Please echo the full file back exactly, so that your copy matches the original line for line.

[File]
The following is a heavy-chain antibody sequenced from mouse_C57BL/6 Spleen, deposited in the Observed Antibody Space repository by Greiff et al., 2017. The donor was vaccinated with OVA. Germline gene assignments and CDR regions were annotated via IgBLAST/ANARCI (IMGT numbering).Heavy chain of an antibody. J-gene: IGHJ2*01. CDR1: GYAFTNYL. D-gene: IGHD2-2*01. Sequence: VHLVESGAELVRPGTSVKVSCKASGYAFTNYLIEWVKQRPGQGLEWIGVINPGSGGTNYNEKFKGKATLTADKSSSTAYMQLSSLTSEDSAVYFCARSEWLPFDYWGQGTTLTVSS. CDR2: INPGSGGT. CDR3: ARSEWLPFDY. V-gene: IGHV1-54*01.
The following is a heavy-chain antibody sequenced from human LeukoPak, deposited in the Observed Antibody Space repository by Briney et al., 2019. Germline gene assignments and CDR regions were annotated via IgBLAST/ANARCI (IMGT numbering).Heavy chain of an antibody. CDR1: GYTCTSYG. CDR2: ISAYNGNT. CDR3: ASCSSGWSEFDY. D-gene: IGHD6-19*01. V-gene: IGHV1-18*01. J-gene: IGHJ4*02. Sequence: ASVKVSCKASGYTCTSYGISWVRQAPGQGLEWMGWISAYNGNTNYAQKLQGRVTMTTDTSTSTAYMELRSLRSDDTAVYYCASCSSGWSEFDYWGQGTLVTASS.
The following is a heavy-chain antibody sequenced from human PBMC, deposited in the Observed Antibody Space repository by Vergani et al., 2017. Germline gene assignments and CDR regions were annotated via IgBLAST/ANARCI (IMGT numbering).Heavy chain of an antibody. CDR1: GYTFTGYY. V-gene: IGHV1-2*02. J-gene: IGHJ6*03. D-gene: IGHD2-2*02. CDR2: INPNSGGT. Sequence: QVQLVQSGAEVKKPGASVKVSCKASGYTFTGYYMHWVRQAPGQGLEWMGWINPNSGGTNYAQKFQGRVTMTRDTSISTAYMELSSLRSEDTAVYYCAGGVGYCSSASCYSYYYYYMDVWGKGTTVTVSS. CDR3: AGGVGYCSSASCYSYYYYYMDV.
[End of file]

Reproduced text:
The following is a heavy-chain antibody sequenced from mouse_C57BL/6 Spleen, deposited in the Observed Antibody Space repository by Greiff et al., 2017. The donor was vaccinated with OVA. Germline gene assignments and CDR regions were annotated via IgBLAST/ANARCI (IMGT numbering).Heavy chain of an antibody. J-gene: IGHJ2*01. CDR1: GYAFTNYL. D-gene: IGHD2-2*01. Sequence: VHLVESGAELVRPGTSVKVSCKASGYAFTNYLIEWVKQRPGQGLEWIGVINPGSGGTNYNEKFKGKATLTADKSSSTAYMQLSSLTSEDSAVYFCARSEWLPFDYWGQGTTLTVSS. CDR2: INPGSGGT. CDR3: ARSEWLPFDY. V-gene: IGHV1-54*01.
The following is a heavy-chain antibody sequenced from human LeukoPak, deposited in the Observed Antibody Space repository by Briney et al., 2019. Germline gene assignments and CDR regions were annotated via IgBLAST/ANARCI (IMGT numbering).Heavy chain of an antibody. CDR1: GYTCTSYG. CDR2: ISAYNGNT. CDR3: ASCSSGWSEFDY. D-gene: IGHD6-19*01. V-gene: IGHV1-18*01. J-gene: IGHJ4*02. Sequence: ASVKVSCKASGYTCTSYGISWVRQAPGQGLEWMGWISAYNGNTNYAQKLQGRVTMTTDTSTSTAYMELRSLRSDDTAVYYCASCSSGWSEFDYWGQGTLVTASS.
The following is a heavy-chain antibody sequenced from human PBMC, deposited in the Observed Antibody Space repository by Vergani et al., 2017. Germline gene assignments and CDR regions were annotated via IgBLAST/ANARCI (IMGT numbering).Heavy chain of an antibody. CDR1: GYTFTGYY. V-gene: IGHV1-2*02. J-gene: IGHJ6*03. D-gene: IGHD2-2*02. CDR2: INPNSGGT. Sequence: QVQLVQSGAEVKKPGASVKVSCKASGYTFTGYYMHWVRQAPGQGLEWMGWINPNSGGTNYAQKFQGRVTMTRDTSISTAYMELSSLRSEDTAVYYCAGGVGYCSSASCYSYYYYYMDVWGKGTTVTVSS. CDR3: AGGVGYCSSASCYSYYYYYMDV.